Sand ban takes its toll on builders and buyers in MP
A five-month ban on sand mining in MP has hit the construction industry and the prospective home owners financially who now are forced to buy sand from the black-market to see their dream home come true.bhopal Updated: Sep 24, 2015 21:50 IST
A five-month ban on sand mining in Madhya Pradesh has hit the construction industry and the prospective home owners financially who now are forced to buy sand from the black-market to see their dream home come true, builders said on Tuesday.
The Madhya Pradesh government had imposed the ban on all sand mining sites from June 1 to October 31 this year following the National Green Tribunal’s (NGT) July 20 directive.
The tribunal had recommended the ban to save aquatic life which thrives on the riverbeds during the monsoon and is hit due to mining.
Wasiq Hussain, president of the Confederation of Real Estate Developers’ Association of India (CREDAI) Bhopal chapter, said “This is for the first time that a ban on sand mining has been imposed during the monsoon period. Due to this, the supply of sand got restricted and its prices soared from Rs 30 to Rs 65-70 per cubic feet.”
He said the escalation of cost had taken its toll on incomplete housing projects the most, as the major builders were unable to give possession of flats and duplexes to around 2000 people.
The ban has literally brought the construction work on around 400 housing projects in and around Bhopal to a halt for want of sand, Hussain said.
Another builder said the short supply of the building material had led to its black marketing as the hoarders wanted to cash in on the increased profit margins.
“Those who badly need sand for completing their projects in which they have invested heavily, are buying sand at high prices, which is also pushing the cost of the housing projects up, ultimately putting the burden on the prospective home owners,” he said.
Besides, builders and buyers, the ban has also hit transporters and labourers who directly or indirectly draw subsistence from the business.
Bhopal Sand Truck Owners’ Association (BSTOA) secretary Vishwabandhu Rawat said, “Over 1500 trucks supply sand to the construction sector in Bhopal. For every truck there are two drivers and two conductors who work on alternate days. So in all, nearly 6000 families have been affected by the ban.”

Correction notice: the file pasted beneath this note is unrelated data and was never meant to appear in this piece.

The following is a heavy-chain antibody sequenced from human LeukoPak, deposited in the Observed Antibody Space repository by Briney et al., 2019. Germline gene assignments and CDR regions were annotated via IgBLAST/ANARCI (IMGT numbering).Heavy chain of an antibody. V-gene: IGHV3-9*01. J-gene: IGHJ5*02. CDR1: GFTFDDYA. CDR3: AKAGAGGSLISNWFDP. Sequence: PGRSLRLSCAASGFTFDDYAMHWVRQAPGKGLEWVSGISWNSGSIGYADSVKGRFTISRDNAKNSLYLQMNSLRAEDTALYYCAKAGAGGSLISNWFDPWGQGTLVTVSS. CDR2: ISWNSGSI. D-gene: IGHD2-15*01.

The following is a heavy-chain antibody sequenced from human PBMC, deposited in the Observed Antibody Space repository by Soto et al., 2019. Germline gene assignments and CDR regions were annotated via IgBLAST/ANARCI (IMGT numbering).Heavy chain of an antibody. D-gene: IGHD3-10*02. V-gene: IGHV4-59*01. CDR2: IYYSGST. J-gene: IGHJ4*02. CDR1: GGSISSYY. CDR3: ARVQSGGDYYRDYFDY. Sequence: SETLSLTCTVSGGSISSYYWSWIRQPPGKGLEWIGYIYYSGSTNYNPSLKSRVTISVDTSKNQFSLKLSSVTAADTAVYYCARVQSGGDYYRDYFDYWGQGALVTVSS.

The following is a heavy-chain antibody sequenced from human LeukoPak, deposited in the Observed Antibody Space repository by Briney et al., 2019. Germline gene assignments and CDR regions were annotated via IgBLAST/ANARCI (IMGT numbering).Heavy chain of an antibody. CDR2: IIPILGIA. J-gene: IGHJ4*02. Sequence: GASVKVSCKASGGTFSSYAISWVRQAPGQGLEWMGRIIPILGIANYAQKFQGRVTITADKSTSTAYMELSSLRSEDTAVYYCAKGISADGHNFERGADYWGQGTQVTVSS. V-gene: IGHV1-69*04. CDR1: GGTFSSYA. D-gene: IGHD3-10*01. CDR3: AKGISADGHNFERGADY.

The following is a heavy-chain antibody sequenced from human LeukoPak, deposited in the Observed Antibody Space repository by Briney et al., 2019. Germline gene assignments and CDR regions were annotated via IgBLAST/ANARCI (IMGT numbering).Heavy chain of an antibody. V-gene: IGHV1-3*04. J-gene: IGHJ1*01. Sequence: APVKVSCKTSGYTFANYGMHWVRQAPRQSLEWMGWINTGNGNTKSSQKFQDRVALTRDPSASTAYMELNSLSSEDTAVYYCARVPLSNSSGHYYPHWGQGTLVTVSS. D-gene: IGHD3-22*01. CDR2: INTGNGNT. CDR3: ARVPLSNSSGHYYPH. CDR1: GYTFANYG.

The truck owners too are in a tight spot as they have to pay salaries to their drivers and conductors. Rawant said, “We can’t use our vehicles for any other purpose as they are registered with the mineral resources department for ferrying minerals only.”
On July 20, NGT had directed the MP government to stop sand mining in all riverbeds of the state during monsoon period (June 1-Octover 31) to protect the aquatic life-forms, which have their breeding season during the monsoons.
The NGT gave two reasons for the ban: First it said state’s Fisheries Policy 2008 outlines that there would be no sand mining during the monsoon period. Second, the state environment impact assessment authority (SEIAA ) itself had given environmental clearance to 61 sand mining leases with the condition (called condition number 5) that sand mining would be permissible only from November 1 to May 31.
The NGT stated that it had extended the condition to the rest of the 63 mining leases in the state as the condition number 5 had not been imposed in their case. There are 124 sand mining leases that can validly operate in the state.
In September this year, the ministry of environment and forests issued draft guidelines on sustainable sand mining management, for objections and suggestions, according to which no river sand mining will be allowed in the rainy season from July to September.